Gun safety is not my expertise, but many have asked me where to send money this week. I strongly recommend Giffords, founded by former Congresswoman Gabby Giffords of Arizona. This includes three entities:
Giffords Law Center, a 501(c)3 organization that does research on gun policy and writes and defends laws;
Giffords, a 501(c)4 political advocacy organization that holds elected leaders accountable;
Giffords PAC, campaign giving that works to directly elect gun sense candidates.
These types of layered giving are mutually effective and reinforcing. Because of the legal structure of these organizations, I cannot give you one link for all three! But I can give you two links: give to Giffords Law Center here (these donations are tax deductible), and give to Giffords & Giffords PAC here (donations to this form are not tax deductible). If you have to choose one and do not care about tax deductibility, give to Giffords and Giffords PAC.
Tuesday, May 31, 5:30pm PT. If electing leaders that are worthy of this moment is an aim that you share, please join me tomorrow, May 31st in San Francisco for an event with Michigan State Senator Mallory McMorrow and State Representative Darrin Camilleri. New maps mean that the Michigan Senate is very much flippable, and Mallory and Darrin are working hard to raise the money to make that happen. Please RSVP and contribute here. If you have missed Mallory in action, check her out here:
Thursday, June 2, 4pm PT. Please join me for a reception with Deidre DeJear, candidate for Governor of Iowa, where we will be joined by special guest Congresswoman Barbara Lee. Yes, Iowa is an uphill climb, but Deidre is running a smart campaign, and I believe it’s always worth investing in qualified Black women. Please RSVP and contribute here to join us and learn more about her campaign.
Sunday, June 5, 12pm. Join me for lunch with Sarah Morgenthau, candidate for the open Congressional seat in Rhode Island. An alumna of the Peace Corps and the Department of Homeland Security, Sarah’s life has been shaped by service. I’m excited to help her get out of these competitive primary and on her way to Washington. RSVP here.
Sunday, June 5, 6pm. Yes, don’t worry, I have you covered for both lunch and dinner next Sunday. In the evening, please join me for dinner with Vermont Lt. Governor Molly Gray, candidate for U.S. Congress. I’ve really enjoyed getting to know Molly: she’s down-to-earth, service-driven, and has worked from both Senator Patrick Leahy and Congressman Peter Welch, giving her a comprehensive sense of how to represent Vermonters in Washington. She’s also on the only primary candidate to have won statewide. In DC, her key issue will be championing caregiving and paid family leave. I’m excited to help move forward the next generation of representation for Vermont, and I think Molly’s it. I hope you’ll join me: please RSVP here.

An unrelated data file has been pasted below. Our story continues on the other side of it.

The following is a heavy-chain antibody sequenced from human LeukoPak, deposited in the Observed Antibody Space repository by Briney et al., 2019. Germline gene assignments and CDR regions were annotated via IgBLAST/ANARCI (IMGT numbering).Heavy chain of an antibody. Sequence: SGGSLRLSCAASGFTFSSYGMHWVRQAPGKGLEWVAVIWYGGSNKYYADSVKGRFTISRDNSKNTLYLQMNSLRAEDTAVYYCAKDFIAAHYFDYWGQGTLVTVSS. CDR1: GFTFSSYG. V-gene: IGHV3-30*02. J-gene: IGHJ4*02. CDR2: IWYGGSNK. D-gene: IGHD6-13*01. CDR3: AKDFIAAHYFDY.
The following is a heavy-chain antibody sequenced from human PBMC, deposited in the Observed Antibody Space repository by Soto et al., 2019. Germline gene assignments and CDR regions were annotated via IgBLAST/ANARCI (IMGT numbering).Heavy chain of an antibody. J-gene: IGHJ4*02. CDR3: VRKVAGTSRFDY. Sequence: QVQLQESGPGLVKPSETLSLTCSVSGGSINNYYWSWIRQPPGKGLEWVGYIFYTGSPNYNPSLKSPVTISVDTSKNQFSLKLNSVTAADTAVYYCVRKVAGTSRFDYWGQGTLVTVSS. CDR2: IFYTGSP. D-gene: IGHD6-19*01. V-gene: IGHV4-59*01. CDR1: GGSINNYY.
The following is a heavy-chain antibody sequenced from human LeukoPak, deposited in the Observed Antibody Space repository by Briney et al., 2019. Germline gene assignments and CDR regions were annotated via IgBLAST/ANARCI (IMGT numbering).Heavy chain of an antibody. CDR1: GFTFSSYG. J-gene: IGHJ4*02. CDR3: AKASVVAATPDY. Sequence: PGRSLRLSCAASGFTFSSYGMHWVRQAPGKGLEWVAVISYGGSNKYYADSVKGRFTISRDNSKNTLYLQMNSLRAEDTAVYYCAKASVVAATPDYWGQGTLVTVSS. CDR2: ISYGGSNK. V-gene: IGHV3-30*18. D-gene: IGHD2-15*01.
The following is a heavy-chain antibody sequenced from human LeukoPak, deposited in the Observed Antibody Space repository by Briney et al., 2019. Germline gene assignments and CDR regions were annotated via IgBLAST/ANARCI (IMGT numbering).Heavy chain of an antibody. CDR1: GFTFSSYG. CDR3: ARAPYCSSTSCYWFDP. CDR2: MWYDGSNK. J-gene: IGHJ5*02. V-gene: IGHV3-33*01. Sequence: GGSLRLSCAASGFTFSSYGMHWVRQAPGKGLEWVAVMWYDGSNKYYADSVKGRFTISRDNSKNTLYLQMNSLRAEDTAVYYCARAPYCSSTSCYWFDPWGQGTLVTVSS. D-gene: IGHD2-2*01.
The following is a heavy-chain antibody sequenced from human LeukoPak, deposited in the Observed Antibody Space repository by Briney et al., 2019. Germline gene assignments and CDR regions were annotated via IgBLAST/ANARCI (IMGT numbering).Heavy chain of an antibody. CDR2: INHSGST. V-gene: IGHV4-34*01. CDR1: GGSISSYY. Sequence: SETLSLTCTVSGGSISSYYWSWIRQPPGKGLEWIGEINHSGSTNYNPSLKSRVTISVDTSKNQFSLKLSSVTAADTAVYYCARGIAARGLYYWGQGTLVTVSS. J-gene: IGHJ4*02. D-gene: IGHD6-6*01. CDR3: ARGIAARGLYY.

Tuesday, June 7, 5pm PT/8pm ET. This one is really exciting! And it’s virtual, you can join regardless of location. The Electing Women Alliance is hosting a joint event for all five incumbent women governors who are up for re-election: Governor Kathy Hochul of New York, Governor Laura Kelly of Kansas, Governor Michelle Lujan Grisham of New Mexico, Governor Janet Mills of Maine, and Governor Gretchen Whitmer of Michigan. Of these races, four of these governors are quite vulnerable. This event gives to the opportunity to hear from (and support) them all at once, and learn about what’s happening in their states and their races. And, it should be a small enough gathering for a real conversation. I really hope you can join; please RSVP and contribute here.
Donor, sociologist, researcher. Board member at WDN Action and Emerge America, and steering committee member at Electing Women Bay Area -- but all content here is mine alone and not on behalf of any organization or business. My goals are to help others find their networks and feel more comfortable and informed participating in the political giving space.
Currently reading South to America: A Journey Below the Mason-Dixon to Understand the Soul of a Nation by Imani Perry; currently watching If Anything Happens, I Love You, a 12-minute short film on Netflix, with thanks to Emma for sharing.